Tuesday, October 26, 2010

The Power of Protocols: An Educator's Guide to Better Practice

The power of protocols: an educator's guide to better practice. (2007). New York City, New York: Teachers College Press.

The first edition of The Power of Protocols, published in 1991 introduced the Tuning Protocol to teachers which was unique in that it outlined a deliberate way to "constrain participation in order to heighten it." The second edition which I read, builds on the first edition and highlights what the authors believe: that the use of protocols prize "diversity, universal participation, and wide cultivation of what we call facilitative leadership" and help to foster a democratic working environment at a school. The first chapter in the book gives educators a solid rationale for the use of protocols and how protocols help support a new kind of educational setting that is truly democratic. Protocols allow for new insight and energy for the important work that educators have to do every day and the protocols allow teachers to give and receive honest feedback and take on new perspectives. The book also explores what it means to create facilitative leadership, which is explained as the "lubricant of democracy" and can inform how meetings are run in a democratic way that promotes consensus building. The book provides practical examples of protocols to use for problem solving in schools, exploring student work and drawing advice from experts and a variety of text.

This book was really helpful for me in thinking about how to best promote adult learning and adult understanding within a democratic school environment. The first few chapters are especially helpful in terms of getting adults "on board" with using protocols and helping them feel bought into the power of protocols. Many of the protocols outlined in the book are ones we use at High Tech Middle Media Arts on a regular basis and I have seen how a protocol can shape the conversation, provide multiple perspectives and create an atmosphere where all adult opinions are valued and appreciated. The protocols from the book we have used and found very helpful include: The Final Word, the Descriptive Consultancy, and the Tuning Protocol. There are so many other protocols in the book that I would like to try and for each one, the authors provide a description, the purpose, details, the steps of the actual protocol and tips for facilitation. The chapter on improving oneself, when in the facilitation role, would be really helpful for a staff that is used to protocols but wanting to take their conversations to the next level. Finally, the book ends with "Ways to Get Started" and "Things that Make it Easier" which can be really useful for any school leaders or teachers hoping to use protocols in their work.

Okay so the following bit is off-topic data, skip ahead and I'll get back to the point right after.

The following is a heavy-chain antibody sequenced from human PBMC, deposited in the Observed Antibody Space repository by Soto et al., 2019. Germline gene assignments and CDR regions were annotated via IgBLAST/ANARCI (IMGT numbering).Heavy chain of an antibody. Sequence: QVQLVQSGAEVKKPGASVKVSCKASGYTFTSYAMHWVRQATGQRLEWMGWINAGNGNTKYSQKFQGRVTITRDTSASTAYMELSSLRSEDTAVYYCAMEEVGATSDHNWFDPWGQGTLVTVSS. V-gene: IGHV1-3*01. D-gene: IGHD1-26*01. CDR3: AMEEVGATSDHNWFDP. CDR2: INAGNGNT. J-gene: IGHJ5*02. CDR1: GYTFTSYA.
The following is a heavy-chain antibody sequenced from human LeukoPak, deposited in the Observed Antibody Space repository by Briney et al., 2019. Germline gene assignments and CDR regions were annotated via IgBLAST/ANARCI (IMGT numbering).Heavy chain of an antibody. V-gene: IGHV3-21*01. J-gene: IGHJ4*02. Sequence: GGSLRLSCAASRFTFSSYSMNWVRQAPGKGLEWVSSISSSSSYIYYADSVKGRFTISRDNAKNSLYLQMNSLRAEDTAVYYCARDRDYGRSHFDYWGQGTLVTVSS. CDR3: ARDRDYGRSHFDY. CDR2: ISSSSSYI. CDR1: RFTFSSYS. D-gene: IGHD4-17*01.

"We think that product worth producing begins with thoughtful process.  Teaching is first of all a process.  Leadership is, too... There is no way to solve a complex problem without listening to the perspectives on the problem of all those immersed in it." p. x

"Meanwhile, as the use of protocols continues to spread from conferences and workshops to everyday settings where colleagues meet to plan and work together and teachers and students meet to learn together, it becomes possible for all of us to imagine a new kind of educational setting-- not cellular but collaborative, not isolated but networked, not opaque but transparent and accountable." p. xiii

"The first basic idea is that we professional educators should take charge of our own learning... To say that we ought to educate ourselves, therefore, means that professional development activities for educators that are designed and conducted without benefit or inside perspectives are not worth the time and money they cost." p. 1

"In formal settings, just talking can be counterproductive... meetings called to address serious problems frequently fail because of underregulated talking. Often those leading the meetings talk too much, and often they let others talk too much. Together the talkers choke off real listening, and the kind of distributed and beyond-your-comfort zone learning that solving serious problems usually requires." p. 5

"In forcing transparency, protocols again teach us habits that we wish we already had: to take the time to think about what we want to say, to work without rushing, to speak less (or speak up more)." p. 7

"Facilitating protocols involves macro planning-- as in what protocol to use when, and how to open and close the meeting-- and also in micro planning done in the moment-- as in how to intervene when something goes wrong and when to change one's plans." p. 18

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